In his motion for a new trial Anderson maintained that the action by the State *129 violated the doctrine set forth in Brady v. Maryland, 373 U.S. 83, 83 S. Ct. 1194, 10 L. Ed. 2d 215 (1963). Brady held that suppression by the prosecution of evidence favorable to the defendant violates the Due Process Clause of the Fourteenth Amendment to the United States Constitution where the evidence is material, irrespective of the good faith or bad faith of the prosecution. Moore v. Illinois, 408 U.S. 786, 92 S. Ct. 2562, 33 L. Ed. 2d 706 (1972), discussed the Brady decision and indicated that three matters are important in applying that holding: (a) suppression by the prosecution after a request by the defense, (b) the evidence's favorable character for the defense, and (c) the materiality of the evidence. The Moore court determined there is no constitutional requirement that the prosecution make a complete and detailed accounting to the defense of all police investigatory work on a case, and concluded that the record in that case embraced no violation of the Brady principles.

We have examined Anderson's contentions that the action of the State's Attorney somehow violated the Brady doctrine in light of the factors set forth in Moore, and we conclude that the trial court did not abuse its discretion in denying Anderson's motion for a new trial. There is scant indication in the record that the State's Attorney suppressed any evidence requested by the defense or that Joan's statements were favorable to the defense or material to the issue. We find little merit in Anderson's allegation that he could have prepared an alibi defense had he known in advance that Joan would testify that Anderson left the trailer for a period of time and then returned. Anderson filed no notice of alibi as required by Rule 12.1, N.D.R.Crim.P. His testimony as well as that of his witnesses was to the effect he was not at the trailer during the time the alleged rape occurred. Joan's testimony confirmed Anderson's testimony that he was at the trailer and left, but her testimony on rebuttal did not conflict with her previous statement as to the time the rape took place. In any event, as the trial court noted in its order denying Anderson's motion for a new trial:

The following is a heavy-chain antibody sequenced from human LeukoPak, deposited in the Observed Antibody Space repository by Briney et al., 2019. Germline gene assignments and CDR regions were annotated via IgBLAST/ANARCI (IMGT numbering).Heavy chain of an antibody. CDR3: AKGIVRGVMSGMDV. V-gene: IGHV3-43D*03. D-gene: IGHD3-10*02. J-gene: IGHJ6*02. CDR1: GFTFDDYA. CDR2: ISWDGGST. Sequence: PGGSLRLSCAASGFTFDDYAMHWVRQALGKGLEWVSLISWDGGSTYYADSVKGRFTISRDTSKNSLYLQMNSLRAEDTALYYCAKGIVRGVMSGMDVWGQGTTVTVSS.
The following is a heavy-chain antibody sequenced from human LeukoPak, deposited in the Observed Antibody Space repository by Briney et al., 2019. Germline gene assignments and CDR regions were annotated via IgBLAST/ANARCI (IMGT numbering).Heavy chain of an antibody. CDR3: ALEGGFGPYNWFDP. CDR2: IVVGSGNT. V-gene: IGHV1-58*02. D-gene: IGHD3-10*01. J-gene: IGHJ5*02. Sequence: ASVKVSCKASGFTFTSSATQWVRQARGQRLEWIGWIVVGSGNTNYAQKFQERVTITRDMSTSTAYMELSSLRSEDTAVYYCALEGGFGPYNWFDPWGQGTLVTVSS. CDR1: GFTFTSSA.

"The Court finding that no prejudice has resulted to the Defendant and none has been demonstrated and the Court further being of the opinion that the Plaintiff's tactic in recalling the witness [Joan] in rebuttal and any variation or inconsistency in her rebuttal testimony served primarily to diminish her own credibility ..."

It is apparent that the trial court properly exercised its discretion in determining that a new trial was not required "in the interests of justice." We conclude that the trial court did not abuse its discretion in denying the motion for a new trial.

The judgment of conviction and the order denying the motion for a new trial are affirmed.



[1] The complaint and information alleged that Anderson engaged in a sexual act with Joan when she was less than fifteen years of age and also alleged that Anderson compelled Joan "to submit by force when the Defendant did force a sexual act upon [Joan], ..." See Section 12.1-20-03, N.D.C.C.

[2] The State, in its brief, noted that there were four convictions, not two. Anderson's counsel conceded there were four convictions during the oral argument on the motion. The convictions are for grand larceny and burglary, date of conviction July 14, 1975; burglary, date of conviction October 22, 1975; and escape from a Federal institution, date of conviction July 3, 1976.

[3] Rule 404(b), N.D.R.Ev., provides that evidence of other crimes is not admissible to prove the character of a person in order to show that he acted in conformity therewith, but may be admissible for other purposes such as proof of motive, opportunity, intent, preparation, plan, knowledge, identity, or absence of mistake or accident.

[4] See United States v. Glenn, 667 F.2d 1269 (9th Cir.1982), for a citation to the Federal decisions holding that Rule 609(a)(2) applies only to those crimes that involve some element of misrepresentation or other indicium of a propensity to lie and not to those crimes which, bad though they are, do not carry with them a tinge of falsification.